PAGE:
Dorna Miller v. Jefferson Sessions

FOR PUBLICATION UNITED STATES COURT OF APPEALS FOR THE NINTH CIRCUIT DORNA ALICIA MILLER, No. 15-72645 Petitioner, Agency No. v. A097-344-335 JEFFERSON B. SESSIONS III, Attorney General, OPINION Respondent. On Petition for Review of an Order of the Board of Immigration Appeals Argued and Submitted March 15, 2018 San Francisco, California Filed May 8, 2018 Before: Paul J. Watford and Michelle T. Friedland, Circuit Judges, and Jed S. Rakoff,* Senior District Judge. Opinion by Judge Watford * The Honorable Jed S. Rakoff, Senior United States District Judge for the Southern District of New York, sitting by designation. 2 MILLER V. SESSIONS SUMMARY** Immigration The panel granted Dorna Alicia Miller’s petition for review of a decision of the Board of Immigration Appeals and remanded, holding that 8 U.S.C. § 1231(a)(5), which governs reinstatement of removal orders, does not deprive an immigration court of jurisdiction to resolve a motion to reopen a removal order issued in absentia, where the motion is based on a claim of lack of notice of the individual’s removal hearing. The case required the panel to interpret the interplay between two provisions of the Immigration and Nationality Act. One provision, 8 U.S.C. § 1229a(b)(5), authorizes immigration judges to order non-citizens removed from the country in absentia under certain circumstances, but also provides a fail-safe mechanism: If the individual can show that she never received notice of the hearing, she may seek to rescind a removal order entered in absentia by filing a motion to reopen “at any time.” § 1229a(b)(5)(C)(ii). The other provision at issue, 8 U.S.C. § 1231(a)(5), applies to non-citizens who are ordered removed, leave the United States while under the order of removal, and reenter the country illegally. In that scenario, the Department of Homeland Security may reinstate the prior removal order through a summary proceeding that does not involve a hearing before an immigration judge. The provision also ** This summary constitutes no part of the opinion of the court. It has been prepared by court staff for the convenience of the reader. MILLER V. SESSIONS 3 states that when an order is reinstated, the prior removal order “is not subject to being reopened or reviewed.” After Miller was ordered removed in absentia in 2004, she was apprehended attempting to reenter the United States, and the DHS reinstated her 2004 removal order. After expressing a fear of returning to El Salvador during her reinstatement proceedings, her case was referred to an immigration judge, who granted withholding of removal. Miller then filed a motion to reopen seeking to rescind her 2004 order so that she could seek asylum, which confers a broader set of rights than withholding of removal and is not available during reinstatement proceedings. Citing § 1231(a)(5), the immigration judge denied Miller’s motion on the ground that he lacked jurisdiction to consider it, and the BIA affirmed. As a threshold matter, the panel held that it had jurisdiction to consider whether Miller could seek rescission based on lack of notice, rejecting the government’s ...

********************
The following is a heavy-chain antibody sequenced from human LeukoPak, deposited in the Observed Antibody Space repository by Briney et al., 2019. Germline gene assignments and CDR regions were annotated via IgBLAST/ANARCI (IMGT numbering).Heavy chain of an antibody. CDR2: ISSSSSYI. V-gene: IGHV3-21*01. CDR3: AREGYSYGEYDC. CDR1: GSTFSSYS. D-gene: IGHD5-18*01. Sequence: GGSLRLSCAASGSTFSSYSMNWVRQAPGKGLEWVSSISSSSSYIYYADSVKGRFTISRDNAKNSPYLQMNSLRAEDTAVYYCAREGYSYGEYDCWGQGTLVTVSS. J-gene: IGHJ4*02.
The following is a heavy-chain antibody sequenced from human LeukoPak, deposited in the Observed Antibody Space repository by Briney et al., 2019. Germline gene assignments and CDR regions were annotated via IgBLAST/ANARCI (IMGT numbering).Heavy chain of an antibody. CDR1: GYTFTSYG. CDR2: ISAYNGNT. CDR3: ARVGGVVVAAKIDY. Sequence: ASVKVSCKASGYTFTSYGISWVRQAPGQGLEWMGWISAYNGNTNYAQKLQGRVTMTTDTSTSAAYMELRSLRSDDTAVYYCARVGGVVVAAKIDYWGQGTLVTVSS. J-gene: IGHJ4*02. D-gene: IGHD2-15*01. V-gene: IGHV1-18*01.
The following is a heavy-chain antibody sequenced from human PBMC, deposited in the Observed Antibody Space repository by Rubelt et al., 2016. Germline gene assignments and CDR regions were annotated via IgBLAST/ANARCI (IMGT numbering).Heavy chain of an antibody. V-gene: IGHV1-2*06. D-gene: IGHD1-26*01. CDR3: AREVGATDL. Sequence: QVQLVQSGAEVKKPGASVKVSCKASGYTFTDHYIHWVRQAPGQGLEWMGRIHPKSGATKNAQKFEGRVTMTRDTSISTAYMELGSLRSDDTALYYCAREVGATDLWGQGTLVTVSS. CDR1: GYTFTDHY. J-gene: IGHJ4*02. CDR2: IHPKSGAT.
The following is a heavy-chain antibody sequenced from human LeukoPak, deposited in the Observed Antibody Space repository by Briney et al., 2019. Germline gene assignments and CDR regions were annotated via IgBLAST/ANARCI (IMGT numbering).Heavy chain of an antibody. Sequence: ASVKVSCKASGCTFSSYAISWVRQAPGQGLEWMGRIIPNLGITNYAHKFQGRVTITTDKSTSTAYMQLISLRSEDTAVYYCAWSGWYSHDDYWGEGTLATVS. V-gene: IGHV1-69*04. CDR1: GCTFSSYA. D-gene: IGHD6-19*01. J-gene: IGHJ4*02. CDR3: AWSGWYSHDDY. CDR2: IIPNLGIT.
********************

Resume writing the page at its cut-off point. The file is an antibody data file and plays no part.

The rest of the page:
Original document
Source: All recent Immigration Decisions In All the U.S. Courts of Appeals